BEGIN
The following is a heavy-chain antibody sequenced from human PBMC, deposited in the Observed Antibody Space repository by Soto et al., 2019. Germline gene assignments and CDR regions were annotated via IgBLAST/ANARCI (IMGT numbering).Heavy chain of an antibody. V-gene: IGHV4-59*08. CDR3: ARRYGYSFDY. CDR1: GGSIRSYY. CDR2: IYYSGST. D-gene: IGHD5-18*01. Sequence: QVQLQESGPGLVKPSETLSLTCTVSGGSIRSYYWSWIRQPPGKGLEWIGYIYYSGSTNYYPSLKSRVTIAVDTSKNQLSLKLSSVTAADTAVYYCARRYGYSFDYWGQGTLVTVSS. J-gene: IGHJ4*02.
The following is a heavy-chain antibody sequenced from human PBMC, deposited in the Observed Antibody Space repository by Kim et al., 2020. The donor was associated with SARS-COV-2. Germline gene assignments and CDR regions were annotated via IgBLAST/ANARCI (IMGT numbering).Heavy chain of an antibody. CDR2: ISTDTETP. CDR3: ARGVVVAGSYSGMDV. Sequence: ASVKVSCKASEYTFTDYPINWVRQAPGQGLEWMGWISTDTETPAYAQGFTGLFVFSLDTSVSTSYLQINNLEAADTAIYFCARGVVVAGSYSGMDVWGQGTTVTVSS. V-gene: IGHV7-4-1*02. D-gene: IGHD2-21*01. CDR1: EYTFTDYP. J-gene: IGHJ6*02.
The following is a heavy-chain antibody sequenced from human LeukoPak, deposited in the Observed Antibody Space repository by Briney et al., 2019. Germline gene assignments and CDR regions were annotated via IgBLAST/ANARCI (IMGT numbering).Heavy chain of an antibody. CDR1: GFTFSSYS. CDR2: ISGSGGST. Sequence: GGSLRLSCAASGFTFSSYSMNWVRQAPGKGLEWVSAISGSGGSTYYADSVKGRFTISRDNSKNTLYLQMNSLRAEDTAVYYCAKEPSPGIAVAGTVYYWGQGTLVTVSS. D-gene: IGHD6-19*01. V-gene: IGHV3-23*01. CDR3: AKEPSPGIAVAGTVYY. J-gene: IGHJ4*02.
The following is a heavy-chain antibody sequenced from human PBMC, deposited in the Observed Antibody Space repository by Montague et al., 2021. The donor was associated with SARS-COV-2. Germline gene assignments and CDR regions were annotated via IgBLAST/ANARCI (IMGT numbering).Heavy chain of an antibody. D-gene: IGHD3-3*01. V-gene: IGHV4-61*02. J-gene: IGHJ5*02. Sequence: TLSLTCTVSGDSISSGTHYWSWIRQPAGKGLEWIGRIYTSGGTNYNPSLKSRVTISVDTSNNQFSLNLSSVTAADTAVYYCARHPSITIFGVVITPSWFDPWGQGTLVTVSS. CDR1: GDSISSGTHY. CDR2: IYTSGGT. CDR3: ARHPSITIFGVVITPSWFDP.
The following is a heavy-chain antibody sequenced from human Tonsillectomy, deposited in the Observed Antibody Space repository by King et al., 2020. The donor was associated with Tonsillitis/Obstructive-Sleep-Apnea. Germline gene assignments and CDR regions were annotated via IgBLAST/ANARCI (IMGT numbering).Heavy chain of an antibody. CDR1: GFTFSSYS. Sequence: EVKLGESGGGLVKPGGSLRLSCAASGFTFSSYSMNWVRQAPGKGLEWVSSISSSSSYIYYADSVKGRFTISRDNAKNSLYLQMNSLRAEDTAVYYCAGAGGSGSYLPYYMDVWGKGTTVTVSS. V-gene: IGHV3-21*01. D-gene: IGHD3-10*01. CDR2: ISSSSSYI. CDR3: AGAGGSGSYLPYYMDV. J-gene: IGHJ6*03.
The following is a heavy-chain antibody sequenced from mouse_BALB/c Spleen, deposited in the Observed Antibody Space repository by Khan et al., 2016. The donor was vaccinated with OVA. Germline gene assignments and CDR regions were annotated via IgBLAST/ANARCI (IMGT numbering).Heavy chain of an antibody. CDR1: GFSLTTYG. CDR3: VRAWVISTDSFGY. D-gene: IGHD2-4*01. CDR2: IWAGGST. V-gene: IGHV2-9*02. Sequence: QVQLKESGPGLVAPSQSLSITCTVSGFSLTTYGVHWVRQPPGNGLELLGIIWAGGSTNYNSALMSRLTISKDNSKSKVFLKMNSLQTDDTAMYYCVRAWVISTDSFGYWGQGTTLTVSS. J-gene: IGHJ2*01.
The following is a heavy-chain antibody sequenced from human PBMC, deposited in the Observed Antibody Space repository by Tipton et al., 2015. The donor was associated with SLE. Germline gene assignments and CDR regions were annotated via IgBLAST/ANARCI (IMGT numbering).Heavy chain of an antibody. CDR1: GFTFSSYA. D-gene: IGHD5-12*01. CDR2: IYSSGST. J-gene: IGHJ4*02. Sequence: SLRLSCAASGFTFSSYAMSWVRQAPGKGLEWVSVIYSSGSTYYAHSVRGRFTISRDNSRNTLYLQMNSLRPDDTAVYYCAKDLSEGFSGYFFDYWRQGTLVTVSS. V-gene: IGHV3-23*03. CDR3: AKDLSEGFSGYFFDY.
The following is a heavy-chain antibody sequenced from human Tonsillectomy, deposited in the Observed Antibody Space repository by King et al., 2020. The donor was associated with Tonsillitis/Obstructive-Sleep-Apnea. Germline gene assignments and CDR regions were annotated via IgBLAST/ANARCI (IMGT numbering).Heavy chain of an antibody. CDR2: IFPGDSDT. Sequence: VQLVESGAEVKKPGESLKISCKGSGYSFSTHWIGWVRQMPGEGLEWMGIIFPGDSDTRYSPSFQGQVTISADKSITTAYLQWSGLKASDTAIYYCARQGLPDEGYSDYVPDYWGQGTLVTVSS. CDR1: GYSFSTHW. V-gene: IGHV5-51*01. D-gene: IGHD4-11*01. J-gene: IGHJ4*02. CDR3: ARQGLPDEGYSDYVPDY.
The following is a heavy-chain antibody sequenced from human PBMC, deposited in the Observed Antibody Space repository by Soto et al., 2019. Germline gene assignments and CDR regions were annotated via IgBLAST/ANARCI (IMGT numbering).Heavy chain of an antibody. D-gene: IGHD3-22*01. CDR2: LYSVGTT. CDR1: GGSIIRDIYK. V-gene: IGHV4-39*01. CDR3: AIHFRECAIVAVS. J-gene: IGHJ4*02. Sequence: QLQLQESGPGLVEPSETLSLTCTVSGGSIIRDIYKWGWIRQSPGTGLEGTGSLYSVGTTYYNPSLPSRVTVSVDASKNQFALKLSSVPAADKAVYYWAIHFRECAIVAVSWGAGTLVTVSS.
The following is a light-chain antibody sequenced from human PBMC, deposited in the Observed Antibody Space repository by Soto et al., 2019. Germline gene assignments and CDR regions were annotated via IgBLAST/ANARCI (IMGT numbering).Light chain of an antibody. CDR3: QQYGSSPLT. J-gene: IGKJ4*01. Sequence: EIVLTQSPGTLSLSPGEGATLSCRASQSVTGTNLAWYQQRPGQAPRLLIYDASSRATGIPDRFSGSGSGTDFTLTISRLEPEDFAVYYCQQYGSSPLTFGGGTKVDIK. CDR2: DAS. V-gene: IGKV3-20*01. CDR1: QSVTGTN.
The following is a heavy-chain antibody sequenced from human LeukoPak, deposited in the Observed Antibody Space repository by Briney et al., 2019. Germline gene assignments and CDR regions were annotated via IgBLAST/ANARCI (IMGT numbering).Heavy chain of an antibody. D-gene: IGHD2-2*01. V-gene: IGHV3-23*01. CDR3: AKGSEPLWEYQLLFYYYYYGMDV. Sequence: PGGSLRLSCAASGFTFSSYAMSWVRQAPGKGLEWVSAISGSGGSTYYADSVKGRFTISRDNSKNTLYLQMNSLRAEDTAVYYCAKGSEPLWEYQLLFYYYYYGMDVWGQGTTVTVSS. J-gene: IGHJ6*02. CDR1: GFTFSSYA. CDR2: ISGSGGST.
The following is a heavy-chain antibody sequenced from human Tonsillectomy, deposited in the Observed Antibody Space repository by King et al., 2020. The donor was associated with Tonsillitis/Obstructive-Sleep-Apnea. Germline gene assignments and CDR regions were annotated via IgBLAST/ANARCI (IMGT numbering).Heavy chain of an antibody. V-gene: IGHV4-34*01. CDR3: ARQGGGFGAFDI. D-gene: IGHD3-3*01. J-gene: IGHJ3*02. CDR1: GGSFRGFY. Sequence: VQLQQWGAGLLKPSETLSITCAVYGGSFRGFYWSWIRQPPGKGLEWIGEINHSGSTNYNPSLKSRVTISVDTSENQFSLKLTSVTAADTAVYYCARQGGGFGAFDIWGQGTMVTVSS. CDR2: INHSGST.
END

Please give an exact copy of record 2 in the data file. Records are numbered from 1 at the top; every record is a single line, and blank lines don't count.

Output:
The following is a heavy-chain antibody sequenced from human PBMC, deposited in the Observed Antibody Space repository by Kim et al., 2020. The donor was associated with SARS-COV-2. Germline gene assignments and CDR regions were annotated via IgBLAST/ANARCI (IMGT numbering).Heavy chain of an antibody. CDR2: ISTDTETP. CDR3: ARGVVVAGSYSGMDV. Sequence: ASVKVSCKASEYTFTDYPINWVRQAPGQGLEWMGWISTDTETPAYAQGFTGLFVFSLDTSVSTSYLQINNLEAADTAIYFCARGVVVAGSYSGMDVWGQGTTVTVSS. V-gene: IGHV7-4-1*02. D-gene: IGHD2-21*01. CDR1: EYTFTDYP. J-gene: IGHJ6*02.